Senate Inquiry reveals community opposition and dangers of foreign investor rights to sue governments despite claimed “safeguards”

by Dr Patricia Ranald, Research Associate, University of Sydney and Convenor, Australian Fair Trade and Investment Network

The report from a Senate inquiry into foreign investor rights to sue governments in international tribunals for damages over domestic legislation, known as Investor-State Dispute Settlement or ISDS were tabled in Parliament on the evening of August 27. The inquiry received 141 submissions and 11,000 letters which were overwhelmingly critical of ISDS. There are two other ongoing Parliamentary enquiries into the Korea-Australia Free Trade Agreement which includes ISDS. This level of public concern and Parliamentary scrutiny demonstrates that ISDS is a hot button issue.

The Senate Committee inquiry examined the Greens’ Trade and Foreign Investment (Protecting the Public Interest) Bill 2014, which seeks to ban governments from agreeing to foreign investor rights to sue governments in trade agreements.

The Government has a majority on the Senate Legislation Committee on Foreign Affairs, Defence and Trade which conducted the inquiry. The Coalition policy is to support ISDS in some trade agreements on a case by case basis, and it has agreed to its inclusion in the Korea-Australia Free Trade Agreement. It was therefore predicable that the majority report did not support a ban on ISDS.

However, the majority report had to acknowledge the overwhelming public opposition and critical evidence presented to the Inquiry. This showed fundamental flaws in the ISDS system, which enable governments to be sued by foreign investors over health and environmental legislation, and have led   many governments to review ISDS and consider substantial changes.

The ALP Committee members’ comments noted the strong community opposition to ISDS and that many governments were reviewing its inclusion in trade agreements. They reaffirmed ALP policy opposition to ISDS, said ISDS clauses were unnecessary, and noted the flaws in the ISDS system. However, they did not support the specific wording of the Bill, claiming that Parliament did not have the authority to restrict the constitutional power of Cabinet to endorse trade agreements.

The Greens dissenting report supported the Bill.

Community opposition to ISDS has mounted because the Philip Morris tobacco company is using an obscure Hong Kong Australia investment agreement to sue the Australian government for millions of dollars of damages over our plain packaging legislation. This is an attempt to undermine Australia’s High Court decision which found they were not entitled to any payment under Australian law.

The Howard government did not agree to include ISDS in the 2004 US-Australia free trade agreement, which is why Philip Morris, a US company, had to use SDS in Hong Kong investment agreement. A 2010 Productivity Commission report found no economic benefits from ISDS, and recommended against it on the grounds that it gave greater rights to foreign investors than to domestic investors. The previous ALP government adopted a policy against ISDS in 2011.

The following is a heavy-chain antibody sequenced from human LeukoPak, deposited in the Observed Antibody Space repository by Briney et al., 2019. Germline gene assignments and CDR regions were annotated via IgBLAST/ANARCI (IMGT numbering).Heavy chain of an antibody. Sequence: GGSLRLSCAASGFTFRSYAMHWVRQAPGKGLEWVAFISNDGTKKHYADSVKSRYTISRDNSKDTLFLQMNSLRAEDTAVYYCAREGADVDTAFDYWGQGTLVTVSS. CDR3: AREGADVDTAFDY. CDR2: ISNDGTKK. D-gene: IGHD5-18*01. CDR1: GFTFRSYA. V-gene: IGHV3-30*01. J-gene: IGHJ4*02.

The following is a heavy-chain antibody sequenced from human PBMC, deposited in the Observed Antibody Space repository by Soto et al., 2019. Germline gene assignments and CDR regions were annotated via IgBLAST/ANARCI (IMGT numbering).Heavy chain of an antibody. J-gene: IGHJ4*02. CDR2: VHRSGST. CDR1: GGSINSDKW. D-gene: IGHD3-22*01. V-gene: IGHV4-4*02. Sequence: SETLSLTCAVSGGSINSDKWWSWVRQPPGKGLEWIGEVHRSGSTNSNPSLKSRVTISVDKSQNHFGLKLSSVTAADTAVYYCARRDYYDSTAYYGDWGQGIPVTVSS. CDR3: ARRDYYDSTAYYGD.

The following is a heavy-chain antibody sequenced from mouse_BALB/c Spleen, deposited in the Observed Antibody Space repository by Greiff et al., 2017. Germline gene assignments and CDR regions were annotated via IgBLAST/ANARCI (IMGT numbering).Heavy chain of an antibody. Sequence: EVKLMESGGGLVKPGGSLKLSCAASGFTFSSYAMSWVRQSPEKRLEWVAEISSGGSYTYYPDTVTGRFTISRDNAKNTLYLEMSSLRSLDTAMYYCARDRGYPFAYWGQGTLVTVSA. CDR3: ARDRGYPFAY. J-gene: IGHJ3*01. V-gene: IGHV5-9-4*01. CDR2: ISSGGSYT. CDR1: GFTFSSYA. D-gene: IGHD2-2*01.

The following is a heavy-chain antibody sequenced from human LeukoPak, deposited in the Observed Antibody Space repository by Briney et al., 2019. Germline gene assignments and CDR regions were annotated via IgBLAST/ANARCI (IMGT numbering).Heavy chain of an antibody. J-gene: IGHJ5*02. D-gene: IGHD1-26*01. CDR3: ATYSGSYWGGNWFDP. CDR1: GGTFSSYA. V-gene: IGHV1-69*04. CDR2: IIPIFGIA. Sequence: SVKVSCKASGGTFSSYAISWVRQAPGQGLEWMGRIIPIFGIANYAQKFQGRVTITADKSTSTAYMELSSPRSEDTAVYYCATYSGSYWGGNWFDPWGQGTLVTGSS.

ISDS tribunals lack the basic legal protections of domestic legal systems. They consist of investment law experts who can be arbitrators one month and lawyers the next. This means there is no independent judiciary. There are no precedents or appeals, so decisions can be inconsistent.

Australia’s High Court Chief Justice French has canvassed these issues in a paper entitled  ISDS: A Cut above the Law? expressing his concerns about the impact of ISDS on domestic court systems, He cited the Philip Morris case, and the US Eli Lilly pharmaceutical company case against a Canadian court decision which refused to grant a medicine patent on the reasonable grounds that it was not more effective than existing medicines. The paper also noted that governments have not consulted with the judiciary about ISDS.

The Committee heard evidence that 10 Latin American countries, Indonesia, India, South Africa and The European Union are reviewing ISDS. The EU the public inquiry on ISDS has received thousands of submissions. Hundreds of academic experts have argued that the proposed “safeguards” for health and environmental legislation proposed in a trade agreement between the EU and the US are inadequate. But these safeguards are far more extensive than those in the Korea-Australia free trade agreement, which has been signed and is being reviewed by two other Parliamentary committees. ISDS is also being debated in the Trans-Pacific Partnership (TPP) negotiations next week between Australia, the US and 10 other countries.

Trade agreements are negotiated in secret. Cabinet decides whether to sign them, and the text is only tabled in Parliament after signing. The review by the Joint Standing Committee on Treaties, cannot change the text, but can only recommend whether the implementing legislation should be endorsed by Parliament. Implementing legislation only deals with those parts of the agreement which require changes to Australian law. ISDS clauses do not require changes to Australian law. Parliament can only express opposition to ISDS by voting against the implementing legislation for the agreement, and asking the government to re-negotiate on ISDS

This Inquiry has demonstrated the mounting critical evidence and growing community opposition to the ways in which ISDS undermines democratic legislation and national courts. All Australian Parliamentarians should consider voting against the implementing legislation for trade agreements like the Korea FTA and the TPP if they contain ISDS.